Three years ago when Dallas Mavericks owner Mark Cuban was deciding which one of his free agents he was going to keep, he decided to have a heart-to-heart talk with guard J.J. Barea.
Cuban was trying to explain to Barea why it wouldn’t be financially feasible for the Mavs to sign him to a long-term contract.
“One of the hardest conversations I had was explaining to J.J. what we were doing,” Cuban said before Thursday’s game against the Utah Jazz. “It wasn’t easy. It was down on the practice court. It was emotional.”
Not long after that meeting, Barea signed a four-year, $19 million contract with the Minnesota Timberwolves. But after three seasons in Minnesota, Barea is back with the Mavs. He received a buyout Monday and was waived by the Timberwolves.
“I’m excited to be back,” Barea said. “I’m a little older now, I know a little bit more. But I’m just excited to be back.”
Barea was owed $4.5 million by Minnesota in the last year of his contract, and the Timberwolves reached a buyout for $3.2 million. The Mavs ultimately signed Barea to a one-year, $1.31 million contract.
From 2006 until he departed in 2011, Barea grew as a player with the Mavs, whom he helped win the NBA championship in ’11 in six games over the Miami Heat. His grit and determination also helped him become a fan favorite.
“We brought him back because it was important to bring back a player that we feel can help us,” coach Rick Carlisle said. “He has an unassuming resourcefulness as a player. He’s learned how to get a lot done and he’s got a big heart.”
As he was clearing waivers, Barea never considered playing anywhere else but in Dallas.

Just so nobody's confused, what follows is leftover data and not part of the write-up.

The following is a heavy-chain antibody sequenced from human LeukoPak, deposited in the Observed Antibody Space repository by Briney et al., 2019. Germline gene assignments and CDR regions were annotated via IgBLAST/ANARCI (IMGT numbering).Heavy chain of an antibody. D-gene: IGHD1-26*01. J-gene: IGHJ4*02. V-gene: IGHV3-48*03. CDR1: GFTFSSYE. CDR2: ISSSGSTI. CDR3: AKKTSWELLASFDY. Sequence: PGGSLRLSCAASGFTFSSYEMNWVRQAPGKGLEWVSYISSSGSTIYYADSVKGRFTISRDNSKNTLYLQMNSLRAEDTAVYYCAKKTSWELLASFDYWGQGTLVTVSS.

“This was my first option, this was where I mostly felt comfortable going to,” he said. “So it worked out for me. It’s my second home away from Puerto Rico, so it’s comfortable for me.”
What was uncomfortable for Barea was that tense conversation with Cuban some three years ago. When the discussion ended, Cuban said: “He got it. That doesn’t mean he was happy about it.”
Because of his close relationship with Barea, Cuban is overjoyed the 6-foot guard has returned to the Mavs. That’s because their relationship was more than just about basketball, which is why Cuban was emotional during that conversation on the practice court.
“Sometimes some people say it’s just a business,” Cuban said. “But the best businesses are personal, very personal.
“And you want personal connections because I think it brings the best out of people. So that made it tough for all the guys we didn’t bring back.”
The Mavs know it’s going to take time for Chandler Parsons to find his niche within their organization.
Parsons struggled in his debut with the Mavs, scoring just five points on 2-of-10 shooting during Tuesday’s 101-100 loss to San Antonio. He had 21 points Thursday on 8-of-16 shooting.
“When you’re winning it’s real easy to adapt and let people find their roles, and Chandler is going to learn,” Cuban said. “He’ll learn from Dirk [Nowitzki], he’ll learn from Tyson [Chandler], he’ll learn from Jameer [Nelson].
“So he’s got a lot of good mentors that can help him get there. That’s one of the reasons why we were so excited about Tyson and Jameer, because they can be supportive and mentor guys like Chandler.”
Cuban said he would consider talking with guard Ray Allen about playing for the Mavs.
Allen, 39, helped Boston win the 2008 NBA title and played a key role in the Miami Heat winning the 2013 championship. While LeBron James is busy trying to woo Allen to Cleveland, Cuban is hoping he’ll eventually decide to play for the Mavs.
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